7. Have any courier-liaison airplanes been used in battle? If so, how did they perform? In what other ways have they been used?
The planes were little used in the Gafsa area for adjustment of fire. General Patton considered them of doubtful value, stating that our own troops fired at them and that plenty of good ground observation posts were available. Personnel of the 1stArmored Division considered the planes extremely valuable, stating that they were used for reconnaissance, location of targets, messenger service and staff transportation.
6. What actual evidence is there to prove that Armored Divisions require anti-aircraft protection in addition to the organic means provided? What means are now provided?
.50 Caliber vehicular weapons are now provided by diverting these guns from other missions. .30 Caliber guns are worthless for fire against aircraft. Trains, armored infantry and our artillery require anti-aircraft weapons to keep hostile planes away. The .50 caliber guns now provided are insufficient in numbers to accomplish this purpose. These elements were attacked frequently prior to Faid-Thala and El Guettar actions. During these two fights, half-tracks mounting 37mm cannon flanked by twin .50 caliber machine guns were attached to the 1st Armored Division. This weapon was responsible for shooting down over 50% of the hostile planes brought down by ground fire. Planes coming in to attack swerved and dropped their bombs elsewhere when these weapons opened up or were spotted by them. One battalion of these weapons per armored division should be normal attachment to provide a ratio ofg one per tank company and per field artillery battery.
The substitution of a 40mm cannon for the 37mm one, if practicable, was recommended by General Patton. Pending results of experimentation with this substitution, continued production of the 37mm model was recommended.
7. Are there any particular weaknesses in arms and equipment of armored forces that have come to your attention? If so, what are they?
The following weaknesses were reported by armored force unit commanders:
- Our vehicles burn too easily. Additional protection for ammunition and fuel is required.
- Lack of a good armored car for reconnaissance, observation and command purposes.
- Lack of power in direct laying telescopic sights. Insufficient range lines and the lack of a vertical reference line on the reticles in the sights on the M4 tanks.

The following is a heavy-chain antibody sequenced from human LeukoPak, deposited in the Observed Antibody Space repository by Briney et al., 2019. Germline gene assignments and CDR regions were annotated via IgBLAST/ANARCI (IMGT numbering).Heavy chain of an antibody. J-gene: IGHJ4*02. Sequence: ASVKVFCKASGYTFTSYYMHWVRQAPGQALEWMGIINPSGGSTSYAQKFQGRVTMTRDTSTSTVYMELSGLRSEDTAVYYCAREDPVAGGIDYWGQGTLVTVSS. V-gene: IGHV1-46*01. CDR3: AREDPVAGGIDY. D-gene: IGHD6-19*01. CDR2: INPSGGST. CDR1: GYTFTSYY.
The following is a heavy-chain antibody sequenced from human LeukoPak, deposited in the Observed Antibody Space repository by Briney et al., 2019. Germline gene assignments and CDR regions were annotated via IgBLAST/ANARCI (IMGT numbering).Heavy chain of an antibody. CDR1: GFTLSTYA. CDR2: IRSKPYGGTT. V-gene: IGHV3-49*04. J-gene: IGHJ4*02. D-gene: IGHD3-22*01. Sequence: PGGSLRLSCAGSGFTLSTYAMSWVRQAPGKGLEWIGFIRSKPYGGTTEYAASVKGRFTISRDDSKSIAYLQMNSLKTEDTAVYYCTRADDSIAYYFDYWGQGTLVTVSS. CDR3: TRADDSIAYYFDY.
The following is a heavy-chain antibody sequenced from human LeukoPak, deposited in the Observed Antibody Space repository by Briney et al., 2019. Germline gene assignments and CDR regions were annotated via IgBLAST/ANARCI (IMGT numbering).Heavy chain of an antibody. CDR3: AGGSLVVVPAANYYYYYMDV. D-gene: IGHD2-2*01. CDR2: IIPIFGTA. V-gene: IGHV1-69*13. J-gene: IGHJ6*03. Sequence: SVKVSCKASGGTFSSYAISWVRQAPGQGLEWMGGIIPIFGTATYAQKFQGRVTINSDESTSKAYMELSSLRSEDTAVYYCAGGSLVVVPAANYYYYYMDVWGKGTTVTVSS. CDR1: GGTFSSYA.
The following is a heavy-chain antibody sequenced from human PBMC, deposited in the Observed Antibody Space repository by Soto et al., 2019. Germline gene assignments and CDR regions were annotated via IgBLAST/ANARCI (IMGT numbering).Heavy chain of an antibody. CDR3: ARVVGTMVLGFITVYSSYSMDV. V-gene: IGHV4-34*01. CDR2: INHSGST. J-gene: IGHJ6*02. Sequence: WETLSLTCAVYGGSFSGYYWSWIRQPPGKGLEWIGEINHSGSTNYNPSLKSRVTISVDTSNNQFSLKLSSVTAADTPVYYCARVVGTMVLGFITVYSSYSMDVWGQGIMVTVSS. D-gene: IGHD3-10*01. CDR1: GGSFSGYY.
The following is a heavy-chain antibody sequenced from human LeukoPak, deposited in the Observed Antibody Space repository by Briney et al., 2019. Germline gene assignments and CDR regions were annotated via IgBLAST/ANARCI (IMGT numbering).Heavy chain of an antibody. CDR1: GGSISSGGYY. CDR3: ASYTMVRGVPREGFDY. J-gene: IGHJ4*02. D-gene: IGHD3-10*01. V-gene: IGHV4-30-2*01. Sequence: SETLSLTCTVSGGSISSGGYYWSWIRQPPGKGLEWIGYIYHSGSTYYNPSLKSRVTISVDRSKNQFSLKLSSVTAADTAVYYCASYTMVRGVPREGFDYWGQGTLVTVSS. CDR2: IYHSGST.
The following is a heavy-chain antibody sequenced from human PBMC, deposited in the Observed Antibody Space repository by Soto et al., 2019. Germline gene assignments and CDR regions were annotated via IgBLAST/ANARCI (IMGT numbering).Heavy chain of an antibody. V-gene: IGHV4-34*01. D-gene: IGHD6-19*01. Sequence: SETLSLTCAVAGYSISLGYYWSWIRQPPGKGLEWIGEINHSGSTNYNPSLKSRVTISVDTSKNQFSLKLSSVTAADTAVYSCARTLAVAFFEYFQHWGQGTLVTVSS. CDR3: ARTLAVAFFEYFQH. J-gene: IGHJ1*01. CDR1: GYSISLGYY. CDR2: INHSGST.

- Lack of means for bore sighting the 37mm gun on the light tank.
- Lack of cover on scout cars for protection against air attack.
- Low muzzle velocity of 75mm gun on M4 tank. Muzzle velocity should be souped up.
- Insufficient range now provided by the radio sets of the 500 series.
- Poor electric switches in tanks and tank destroyers.
- Lack of indirect sighting equipment. This equipment should be provided for all tank and tank destroyer units 75mm and larger.
8. Is there any requirement for any additional weapons or items of equipment? If so please list them and give reasons.
The following additional items of equipment were considered desirable by armored force unit commanders
- A more effective recovery vehicle to retrieve our tanks before the Germans do.
- Tank trailers like the British ones to save engine hours and track mileage.
- A good fast armored car for reconnaissance, observation and command functions.
- A vehicular mine detector and destroyer to avoid striking land mines. This detector should be able to detect mines far enough ahead of a vehicle moving at 15mph to give time to stop the vehicle before it strikes the mine.
- Smoke projector or mortar on tank for signaling with colored smokes and for self-concealment with screening smokes.
- A 155mm self-propelled howitzer battalion in each armored division.
- Two 57mm or 3-inch anti-tank guns towed by tanks of each tank company. These are to be peeled off and placed in a position to cover tank attacks or withdrawals.
I think it is interesting to note the priorities here, both in the questions from AGF, and the responses from the field. I’m not too sure about that last suggestion, mind.